#2: Thinking that lean ground meat means low fat. According to the USDA, lean ground meat is defined as containing no more than 10% fat, which means that it is 90% lean, right? Yes, but there is a catch: the percentage refers to product WEIGHT, not the percentage of calories from fat. Four ounces of lean ground beef contains 199 calories and 11 grams of fat, but since each fat gram is 9 calories, this means that 99 of the 199 calories are from fat, or in other words this ground beef is 50% fat! So if you are looking to reduce your fat intake, think even leaner, go for extra lean ground beef which is only about 33% fat.

#3: Thinking that you need to detox. Detox diets are touted as a way to flush toxins out of your system.The specifics of detox diets can vary — but usually a period of fasting is then followed by a strict diet of raw vegetables, fruit and fruit juices, and water. Some detox diets also advocate using herbs and other supplements along with colon cleansing through enemas or colonics to further empty the intestines.

You may lose a little bit of weight from a detox diet, but it is usually temporary from a combination of being on a very low calorie diet, losing water weight, and from having empty intestines. Plus, you’re likely to lose weight and then gain it right back when you go off any extreme diet.

There is little evidence that detox diets actually remove toxins from the body. Nor do you need to help your body “detoxify.” Your organs and immune system handle these duties, no matter what you eat. Your kidneys and liver are quite effective at filtering and eliminating most ingested toxins.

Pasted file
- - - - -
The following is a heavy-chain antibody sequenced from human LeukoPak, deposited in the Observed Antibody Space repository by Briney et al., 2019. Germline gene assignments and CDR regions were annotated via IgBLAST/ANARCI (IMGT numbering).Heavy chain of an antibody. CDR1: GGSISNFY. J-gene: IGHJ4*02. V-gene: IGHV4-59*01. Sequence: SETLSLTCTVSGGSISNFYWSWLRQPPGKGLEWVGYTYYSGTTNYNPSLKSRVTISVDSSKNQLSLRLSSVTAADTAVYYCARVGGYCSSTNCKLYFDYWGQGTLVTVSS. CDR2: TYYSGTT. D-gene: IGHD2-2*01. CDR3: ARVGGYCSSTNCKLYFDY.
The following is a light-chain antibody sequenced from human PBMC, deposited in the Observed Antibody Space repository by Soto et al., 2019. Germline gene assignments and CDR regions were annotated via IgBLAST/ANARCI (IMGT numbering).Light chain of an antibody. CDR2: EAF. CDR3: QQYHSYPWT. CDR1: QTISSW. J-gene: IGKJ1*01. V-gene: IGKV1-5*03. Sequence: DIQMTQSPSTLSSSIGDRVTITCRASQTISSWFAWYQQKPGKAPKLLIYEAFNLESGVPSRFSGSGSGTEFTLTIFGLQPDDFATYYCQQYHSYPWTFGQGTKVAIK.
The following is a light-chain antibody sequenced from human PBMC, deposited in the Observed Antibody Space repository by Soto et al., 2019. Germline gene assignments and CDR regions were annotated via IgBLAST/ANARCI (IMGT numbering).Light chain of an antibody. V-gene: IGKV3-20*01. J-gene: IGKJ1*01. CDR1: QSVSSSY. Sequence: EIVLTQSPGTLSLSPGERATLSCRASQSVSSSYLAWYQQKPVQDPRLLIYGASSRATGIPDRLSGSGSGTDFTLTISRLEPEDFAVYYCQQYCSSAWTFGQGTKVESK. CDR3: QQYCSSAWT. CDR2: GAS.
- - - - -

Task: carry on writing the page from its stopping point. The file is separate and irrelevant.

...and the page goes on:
Some say that they feel better on a detox diet, but the reason why they temporarily feel better may actually come from the fact that they are avoiding highly processed foods, extra sugar, and fat. These benefits may come at a cost. Detox diets that severely limit protein or that require fasting can result in fatigue, muscle aches, and irritability. Long-term fasting can result in vitamin and mineral deficiencies. Colon cleansing, through enemas and colonics, can cause cramping, bloating, nausea and vomiting and even dehydration can be a concern. And if the diet recommends pills, herbs, or supplements, these items are not backed by the FDA and can interact with different medications and can cause issues on their own.

#4: Thinking that all organic foods are healthy. Organic cookies and ice cream are still cookies and ice cream. An organic food (or its ingredients) is grown without pesticides, antibiotics, or growth hormones. That may be admirable, but it doesn’t automatically make it a health food or lower in calories or higher in nutrients. Read your labels!

# 5: Thinking that certain types of foods will help boost your metabolism. The whole idea of metabolism boosting foods is generally a myth perpetuated by hype and the excellent marketing teams of different diet products and services. Your metabolic rate is determined by your gender, height, weight, body composition, and age. While there are a few foods that may very temporarily increase your calorie burn such as hot peppers and cold water, these effects are so very small that they should be secondary weight loss strategies, not primary. The best way to increase your calorie burn is through exercise.


What would you do if money was not an issue, fear was not a factor, and failure was not an option?

To your optimum health and fitness!



Sergeant Major Tony Ludlow